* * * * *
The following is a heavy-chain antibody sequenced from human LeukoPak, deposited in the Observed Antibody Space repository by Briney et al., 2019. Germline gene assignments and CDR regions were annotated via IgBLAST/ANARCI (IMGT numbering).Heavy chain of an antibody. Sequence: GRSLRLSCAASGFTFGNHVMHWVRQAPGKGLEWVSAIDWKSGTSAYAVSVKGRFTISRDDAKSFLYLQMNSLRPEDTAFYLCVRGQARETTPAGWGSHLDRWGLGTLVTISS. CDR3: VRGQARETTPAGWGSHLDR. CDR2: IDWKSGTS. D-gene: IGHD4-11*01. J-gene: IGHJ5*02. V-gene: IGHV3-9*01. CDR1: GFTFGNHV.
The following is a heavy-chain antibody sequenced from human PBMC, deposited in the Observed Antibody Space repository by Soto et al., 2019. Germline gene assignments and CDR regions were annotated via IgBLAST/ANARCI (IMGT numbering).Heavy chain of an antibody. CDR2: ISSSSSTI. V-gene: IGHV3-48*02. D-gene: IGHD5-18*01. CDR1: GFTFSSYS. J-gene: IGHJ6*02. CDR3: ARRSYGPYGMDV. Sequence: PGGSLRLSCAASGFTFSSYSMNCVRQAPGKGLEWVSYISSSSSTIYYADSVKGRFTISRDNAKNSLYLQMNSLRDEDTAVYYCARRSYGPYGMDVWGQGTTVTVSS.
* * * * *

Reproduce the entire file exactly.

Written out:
The following is a heavy-chain antibody sequenced from human LeukoPak, deposited in the Observed Antibody Space repository by Briney et al., 2019. Germline gene assignments and CDR regions were annotated via IgBLAST/ANARCI (IMGT numbering).Heavy chain of an antibody. Sequence: GRSLRLSCAASGFTFGNHVMHWVRQAPGKGLEWVSAIDWKSGTSAYAVSVKGRFTISRDDAKSFLYLQMNSLRPEDTAFYLCVRGQARETTPAGWGSHLDRWGLGTLVTISS. CDR3: VRGQARETTPAGWGSHLDR. CDR2: IDWKSGTS. D-gene: IGHD4-11*01. J-gene: IGHJ5*02. V-gene: IGHV3-9*01. CDR1: GFTFGNHV.
The following is a heavy-chain antibody sequenced from human PBMC, deposited in the Observed Antibody Space repository by Soto et al., 2019. Germline gene assignments and CDR regions were annotated via IgBLAST/ANARCI (IMGT numbering).Heavy chain of an antibody. CDR2: ISSSSSTI. V-gene: IGHV3-48*02. D-gene: IGHD5-18*01. CDR1: GFTFSSYS. J-gene: IGHJ6*02. CDR3: ARRSYGPYGMDV. Sequence: PGGSLRLSCAASGFTFSSYSMNCVRQAPGKGLEWVSYISSSSSTIYYADSVKGRFTISRDNAKNSLYLQMNSLRDEDTAVYYCARRSYGPYGMDVWGQGTTVTVSS.